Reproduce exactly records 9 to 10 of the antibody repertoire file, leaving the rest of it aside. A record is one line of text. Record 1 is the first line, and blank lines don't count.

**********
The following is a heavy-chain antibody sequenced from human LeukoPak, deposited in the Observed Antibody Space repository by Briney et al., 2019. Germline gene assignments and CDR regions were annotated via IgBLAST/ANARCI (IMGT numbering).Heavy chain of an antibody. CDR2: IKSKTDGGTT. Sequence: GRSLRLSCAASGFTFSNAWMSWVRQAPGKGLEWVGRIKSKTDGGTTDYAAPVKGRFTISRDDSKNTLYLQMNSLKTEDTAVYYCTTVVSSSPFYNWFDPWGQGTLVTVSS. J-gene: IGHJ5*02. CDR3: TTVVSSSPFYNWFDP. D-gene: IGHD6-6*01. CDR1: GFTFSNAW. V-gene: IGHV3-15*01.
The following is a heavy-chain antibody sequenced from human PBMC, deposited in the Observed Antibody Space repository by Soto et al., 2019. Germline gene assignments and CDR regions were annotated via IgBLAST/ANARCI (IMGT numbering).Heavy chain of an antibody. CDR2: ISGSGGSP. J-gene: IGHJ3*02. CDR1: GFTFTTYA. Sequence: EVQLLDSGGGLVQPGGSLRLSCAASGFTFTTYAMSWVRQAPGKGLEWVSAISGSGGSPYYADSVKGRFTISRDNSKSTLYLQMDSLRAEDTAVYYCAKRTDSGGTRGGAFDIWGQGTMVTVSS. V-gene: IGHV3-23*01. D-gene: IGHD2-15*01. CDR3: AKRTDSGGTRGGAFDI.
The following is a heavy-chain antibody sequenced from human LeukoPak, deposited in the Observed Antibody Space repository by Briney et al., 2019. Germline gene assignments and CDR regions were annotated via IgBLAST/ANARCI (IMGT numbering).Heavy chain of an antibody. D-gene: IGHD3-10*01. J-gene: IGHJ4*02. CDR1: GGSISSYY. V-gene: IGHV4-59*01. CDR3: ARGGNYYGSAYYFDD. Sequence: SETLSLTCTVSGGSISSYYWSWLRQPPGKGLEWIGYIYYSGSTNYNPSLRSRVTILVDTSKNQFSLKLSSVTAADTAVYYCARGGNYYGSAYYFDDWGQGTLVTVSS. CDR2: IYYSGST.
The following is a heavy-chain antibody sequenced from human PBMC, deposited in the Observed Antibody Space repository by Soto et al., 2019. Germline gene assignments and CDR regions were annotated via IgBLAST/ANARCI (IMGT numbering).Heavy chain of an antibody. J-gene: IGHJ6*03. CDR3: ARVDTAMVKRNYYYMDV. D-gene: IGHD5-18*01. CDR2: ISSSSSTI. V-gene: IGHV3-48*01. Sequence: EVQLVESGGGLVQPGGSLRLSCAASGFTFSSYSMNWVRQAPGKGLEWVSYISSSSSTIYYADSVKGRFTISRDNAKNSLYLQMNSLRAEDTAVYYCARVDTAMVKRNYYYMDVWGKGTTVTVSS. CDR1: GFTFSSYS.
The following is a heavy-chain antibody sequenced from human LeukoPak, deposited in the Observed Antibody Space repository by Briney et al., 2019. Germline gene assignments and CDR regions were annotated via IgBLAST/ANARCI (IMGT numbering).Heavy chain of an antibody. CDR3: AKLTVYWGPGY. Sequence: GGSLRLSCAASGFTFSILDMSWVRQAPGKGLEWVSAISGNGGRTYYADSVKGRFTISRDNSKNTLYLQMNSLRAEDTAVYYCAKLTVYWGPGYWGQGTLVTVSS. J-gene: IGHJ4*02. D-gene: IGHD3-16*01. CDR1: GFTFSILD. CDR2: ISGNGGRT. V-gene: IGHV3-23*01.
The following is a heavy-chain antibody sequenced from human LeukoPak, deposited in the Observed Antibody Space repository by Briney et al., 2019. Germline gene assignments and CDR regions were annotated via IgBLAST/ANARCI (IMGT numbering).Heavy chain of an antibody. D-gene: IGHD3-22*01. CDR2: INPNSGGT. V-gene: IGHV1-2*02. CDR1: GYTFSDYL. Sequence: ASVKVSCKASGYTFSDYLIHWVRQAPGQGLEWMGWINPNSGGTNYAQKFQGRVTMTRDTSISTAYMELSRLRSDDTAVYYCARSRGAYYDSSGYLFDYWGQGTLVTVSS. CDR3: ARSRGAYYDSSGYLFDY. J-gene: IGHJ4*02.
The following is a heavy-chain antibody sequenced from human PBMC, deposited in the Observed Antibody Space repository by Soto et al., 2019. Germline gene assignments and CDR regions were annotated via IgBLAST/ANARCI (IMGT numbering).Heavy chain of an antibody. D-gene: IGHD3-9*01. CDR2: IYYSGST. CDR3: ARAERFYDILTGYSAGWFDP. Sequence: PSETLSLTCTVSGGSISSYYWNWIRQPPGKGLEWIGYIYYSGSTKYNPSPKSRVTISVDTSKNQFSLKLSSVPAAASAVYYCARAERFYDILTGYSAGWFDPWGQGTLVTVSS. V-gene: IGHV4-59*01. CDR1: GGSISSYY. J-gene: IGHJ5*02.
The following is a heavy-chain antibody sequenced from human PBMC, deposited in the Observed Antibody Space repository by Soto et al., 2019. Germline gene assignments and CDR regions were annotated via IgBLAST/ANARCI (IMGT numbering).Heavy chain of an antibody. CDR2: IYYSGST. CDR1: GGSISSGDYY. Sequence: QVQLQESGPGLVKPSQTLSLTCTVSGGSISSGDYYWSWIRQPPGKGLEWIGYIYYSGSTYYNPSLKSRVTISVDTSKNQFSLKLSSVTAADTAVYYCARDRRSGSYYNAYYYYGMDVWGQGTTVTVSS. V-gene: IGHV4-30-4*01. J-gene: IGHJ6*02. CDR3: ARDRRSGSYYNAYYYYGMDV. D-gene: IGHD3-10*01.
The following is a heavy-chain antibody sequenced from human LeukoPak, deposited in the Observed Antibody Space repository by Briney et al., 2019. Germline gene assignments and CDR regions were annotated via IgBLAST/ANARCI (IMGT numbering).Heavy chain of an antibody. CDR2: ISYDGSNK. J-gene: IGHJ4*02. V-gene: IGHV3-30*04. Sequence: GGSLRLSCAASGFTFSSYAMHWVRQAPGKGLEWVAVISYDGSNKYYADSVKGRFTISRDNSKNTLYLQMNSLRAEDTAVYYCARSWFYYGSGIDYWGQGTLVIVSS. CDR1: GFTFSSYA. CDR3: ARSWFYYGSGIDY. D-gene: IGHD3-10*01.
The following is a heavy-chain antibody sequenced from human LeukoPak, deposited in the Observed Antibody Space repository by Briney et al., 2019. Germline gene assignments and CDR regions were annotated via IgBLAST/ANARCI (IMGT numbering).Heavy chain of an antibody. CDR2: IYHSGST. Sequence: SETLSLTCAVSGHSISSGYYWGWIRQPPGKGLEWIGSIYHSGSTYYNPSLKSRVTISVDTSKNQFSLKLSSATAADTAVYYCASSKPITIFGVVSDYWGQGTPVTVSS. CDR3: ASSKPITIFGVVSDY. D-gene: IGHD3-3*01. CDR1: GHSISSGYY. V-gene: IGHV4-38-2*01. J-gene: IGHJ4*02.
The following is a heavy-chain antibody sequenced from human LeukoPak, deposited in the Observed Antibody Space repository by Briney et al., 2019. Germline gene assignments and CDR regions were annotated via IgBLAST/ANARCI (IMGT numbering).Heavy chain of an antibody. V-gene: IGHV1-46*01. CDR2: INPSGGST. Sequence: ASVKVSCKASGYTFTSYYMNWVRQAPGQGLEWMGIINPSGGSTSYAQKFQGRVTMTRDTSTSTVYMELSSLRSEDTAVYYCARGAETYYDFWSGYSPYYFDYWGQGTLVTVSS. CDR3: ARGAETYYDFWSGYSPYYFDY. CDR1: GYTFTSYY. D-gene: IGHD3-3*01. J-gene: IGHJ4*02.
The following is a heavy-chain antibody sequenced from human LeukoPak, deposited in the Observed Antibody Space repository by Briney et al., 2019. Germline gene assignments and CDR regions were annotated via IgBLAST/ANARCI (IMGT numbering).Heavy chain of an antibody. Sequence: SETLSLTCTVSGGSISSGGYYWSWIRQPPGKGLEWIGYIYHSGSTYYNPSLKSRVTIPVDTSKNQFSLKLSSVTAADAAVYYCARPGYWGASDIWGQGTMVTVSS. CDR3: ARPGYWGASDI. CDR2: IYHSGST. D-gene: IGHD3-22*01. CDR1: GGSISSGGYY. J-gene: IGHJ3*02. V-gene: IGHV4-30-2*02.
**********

The following is a heavy-chain antibody sequenced from human LeukoPak, deposited in the Observed Antibody Space repository by Briney et al., 2019. Germline gene assignments and CDR regions were annotated via IgBLAST/ANARCI (IMGT numbering).Heavy chain of an antibody. CDR2: ISYDGSNK. J-gene: IGHJ4*02. V-gene: IGHV3-30*04. Sequence: GGSLRLSCAASGFTFSSYAMHWVRQAPGKGLEWVAVISYDGSNKYYADSVKGRFTISRDNSKNTLYLQMNSLRAEDTAVYYCARSWFYYGSGIDYWGQGTLVIVSS. CDR1: GFTFSSYA. CDR3: ARSWFYYGSGIDY. D-gene: IGHD3-10*01.
The following is a heavy-chain antibody sequenced from human LeukoPak, deposited in the Observed Antibody Space repository by Briney et al., 2019. Germline gene assignments and CDR regions were annotated via IgBLAST/ANARCI (IMGT numbering).Heavy chain of an antibody. CDR2: IYHSGST. Sequence: SETLSLTCAVSGHSISSGYYWGWIRQPPGKGLEWIGSIYHSGSTYYNPSLKSRVTISVDTSKNQFSLKLSSATAADTAVYYCASSKPITIFGVVSDYWGQGTPVTVSS. CDR3: ASSKPITIFGVVSDY. D-gene: IGHD3-3*01. CDR1: GHSISSGYY. V-gene: IGHV4-38-2*01. J-gene: IGHJ4*02.